Lowcock History, Family Crest & Coats of Arms
- Origins Available:
The name Lowcock first arose amongst the Anglo-Saxon tribes of Britain. It is derived from their having lived in the village of Laycock in the West Riding of Yorkshire.  The surname was originally derived from the Old English words leah cocc, which refers to the meadow with the wild birds. Another Laycock is a parish, in the union and hundred of Chippenham, Chippenham and Calne in Wiltshire.  
Lacock is mentioned in the Domesday Book of 1086 and Lacock Abbey was founded on the manorial lands by Ela, Countess of Salisbury in 1232.
Early Origins of the Lowcock family
The surname Lowcock was first found in Laycock, now a a suburb of the town of Keighley in the West Riding of Yorkshire. The first record of the family dates back to the Yorkshire Poll Tax Rolls of 1273 where Johanna Lakkoc; Johannes de Laccok; and Thomas de Lacokke were each listed. 
Because of the proximity to the Scottish border, records in Scotland were found as early as 1492 when William Laicok was vicar of Retre (Rattray.) Later John Lacok canon of Dunkeld, was auditor of accounts of the bishopric between 1505 and 1517. 
Early History of the Lowcock family
This web page shows only a small excerpt of our Lowcock research. Another 122 words (9 lines of text) covering the years 1685 and 1648 are included under the topic Early Lowcock History in all our PDF Extended History products and printed products wherever possible.
Lowcock Spelling Variations
One relatively recent invention that did much to standardize English spelling was the printing press. However, before its invention even the most literate people recorded their names according to sound rather than spelling. The spelling variations under which the name Lowcock has appeared include Lacock, Laycock, Leacock and others.
Early Notables of the Lowcock family (pre 1700)
More information is included under the topic Early Lowcock Notables in all our PDF Extended History products and printed products wherever possible.
Lowcock migration to the United States +
At this time, the shores of the New World beckoned many English families that felt that the social climate in England was oppressive and lacked opportunity for change. Thousands left England at great expense in ships that were overcrowded and full of disease. A great portion of these settlers never survived the journey and even a greater number arrived sick, starving, and without a penny. The survivors, however, were often greeted with greater opportunity than they could have experienced back home. These English settlers made significant contributions to those colonies that would eventually become the United States and Canada. An examination of early immigration records and passenger ship lists revealed that people bearing the name Lowcock arrived in North America very early:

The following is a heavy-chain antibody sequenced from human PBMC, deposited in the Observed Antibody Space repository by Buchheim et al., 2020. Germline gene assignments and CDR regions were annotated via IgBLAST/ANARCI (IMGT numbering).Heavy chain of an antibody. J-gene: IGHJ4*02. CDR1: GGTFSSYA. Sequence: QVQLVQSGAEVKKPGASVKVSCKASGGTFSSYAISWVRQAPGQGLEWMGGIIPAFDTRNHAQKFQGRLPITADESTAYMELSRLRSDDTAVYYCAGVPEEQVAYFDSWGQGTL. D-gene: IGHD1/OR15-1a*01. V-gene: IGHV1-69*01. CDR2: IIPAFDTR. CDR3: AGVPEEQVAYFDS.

Lowcock Settlers in United States in the 20th Century
- Harold Lowcock, aged 40, who arrived in New York in 1920 aboard the ship "Fort Hamilton" from Hamilton, Bermuda 
- Esther Ellen Lowcock, aged 39, originally from St. Helens, England, who arrived in New York in 1921 aboard the ship "Cedric" from Liverpool, England 
- Samuel Lowcock, aged 39, originally from St. Helens, England, who arrived in New York in 1921 aboard the ship "Cedric" from Liverpool, England 
Contemporary Notables of the name Lowcock (post 1700) +
- Henry W. Lowcock (1837-1901), English businessman in Hong Kong, member of the Legislative Council of Hong Kong in 1872 and (1875-1879)
- Sir Mark Andrew Lowcock KCB (b. 1962), British civil servant, Permanent Secretary of the Department for International Development (2011-)
Related Stories +
The Lowcock Motto +
The motto was originally a war cry or slogan. Mottoes first began to be shown with arms in the 14th and 15th centuries, but were not in general use until the 17th century. Thus the oldest coats of arms generally do not include a motto. Mottoes seldom form part of the grant of arms: Under most heraldic authorities, a motto is an optional component of the coat of arms, and can be added to or changed at will; many families have chosen not to display a motto.
Motto: Verus honor honestas
Motto Translation: Truth, honour and honesty.
- ^ Black, George F., The Surnames of Scotland Their Origin, Meaning and History. New York: New York Public Library, 1946. Print. (ISBN 0-87104-172-3)
- ^ Lewis, Samuel, A Topographical Dictionary of England. Institute of Historical Research, 1848, Print.
- ^ Arthur, William , An Etymological Dictionary of Family and Christian Names. London: 1857. Print
- ^ Bardsley, C.W, A Dictionary of English and Welsh Surnames: With Special American Instances. Wiltshire: Heraldry Today, 1901. Print. (ISBN 0-900455-44-6)
- ^ "New York Passenger Arrival Lists (Ellis Island), 1892-1924," database, FamilySearch (https://familysearch.org/ark:/61903/1:1:J6H1-3JM : 6 December 2014), Harold Lowcock, 12 Apr 1920; citing departure port Hamilton, Bermuda, arrival port New York, ship name Fort Hamilton, NARA microfilm publication T715 and M237 (Washington D.C.: National Archives and Records Administration, n.d.).
- ^ "New York Passenger Arrival Lists (Ellis Island), 1892-1924," database, FamilySearch (https://familysearch.org/ark:/61903/1:1:J6JQ-Y23 : 6 December 2014), Esther Ellen Lowcock, 09 May 1921; citing departure port Liverpool, arrival port New York, ship name Cedric, NARA microfilm publication T715 and M237 (Washington D.C.: National Archives and Records Administration, n.d.).
- ^ "New York Passenger Arrival Lists (Ellis Island), 1892-1924," database, FamilySearch (https://familysearch.org/ark:/61903/1:1:J6K4-QWR : 6 December 2014), Samuel Lowcock, 29 Jan 1921; citing departure port Liverpool, arrival port New York, ship name Cedric, NARA microfilm publication T715 and M237 (Washington D.C.: National Archives and Records Administration, n.d.).